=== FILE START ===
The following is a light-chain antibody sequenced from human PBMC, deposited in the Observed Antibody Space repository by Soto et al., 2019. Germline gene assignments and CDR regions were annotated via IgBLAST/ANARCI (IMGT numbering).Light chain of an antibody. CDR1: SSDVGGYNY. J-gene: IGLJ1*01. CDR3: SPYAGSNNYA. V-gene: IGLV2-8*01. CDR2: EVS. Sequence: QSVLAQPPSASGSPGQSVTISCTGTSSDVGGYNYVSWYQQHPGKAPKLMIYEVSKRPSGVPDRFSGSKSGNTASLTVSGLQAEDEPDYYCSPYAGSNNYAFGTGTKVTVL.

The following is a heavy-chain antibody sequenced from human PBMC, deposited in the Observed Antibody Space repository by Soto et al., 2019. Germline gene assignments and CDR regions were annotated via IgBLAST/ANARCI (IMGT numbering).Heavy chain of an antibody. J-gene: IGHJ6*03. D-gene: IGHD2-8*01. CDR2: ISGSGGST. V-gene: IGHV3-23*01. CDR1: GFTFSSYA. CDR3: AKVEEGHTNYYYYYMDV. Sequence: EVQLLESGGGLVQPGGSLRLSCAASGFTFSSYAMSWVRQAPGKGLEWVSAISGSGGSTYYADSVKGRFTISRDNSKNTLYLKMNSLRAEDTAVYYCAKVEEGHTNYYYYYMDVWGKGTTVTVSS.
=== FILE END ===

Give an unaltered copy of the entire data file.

The following is a light-chain antibody sequenced from human PBMC, deposited in the Observed Antibody Space repository by Soto et al., 2019. Germline gene assignments and CDR regions were annotated via IgBLAST/ANARCI (IMGT numbering).Light chain of an antibody. CDR1: SSDVGGYNY. J-gene: IGLJ1*01. CDR3: SPYAGSNNYA. V-gene: IGLV2-8*01. CDR2: EVS. Sequence: QSVLAQPPSASGSPGQSVTISCTGTSSDVGGYNYVSWYQQHPGKAPKLMIYEVSKRPSGVPDRFSGSKSGNTASLTVSGLQAEDEPDYYCSPYAGSNNYAFGTGTKVTVL.

The following is a heavy-chain antibody sequenced from human PBMC, deposited in the Observed Antibody Space repository by Soto et al., 2019. Germline gene assignments and CDR regions were annotated via IgBLAST/ANARCI (IMGT numbering).Heavy chain of an antibody. J-gene: IGHJ6*03. D-gene: IGHD2-8*01. CDR2: ISGSGGST. V-gene: IGHV3-23*01. CDR1: GFTFSSYA. CDR3: AKVEEGHTNYYYYYMDV. Sequence: EVQLLESGGGLVQPGGSLRLSCAASGFTFSSYAMSWVRQAPGKGLEWVSAISGSGGSTYYADSVKGRFTISRDNSKNTLYLKMNSLRAEDTAVYYCAKVEEGHTNYYYYYMDVWGKGTTVTVSS.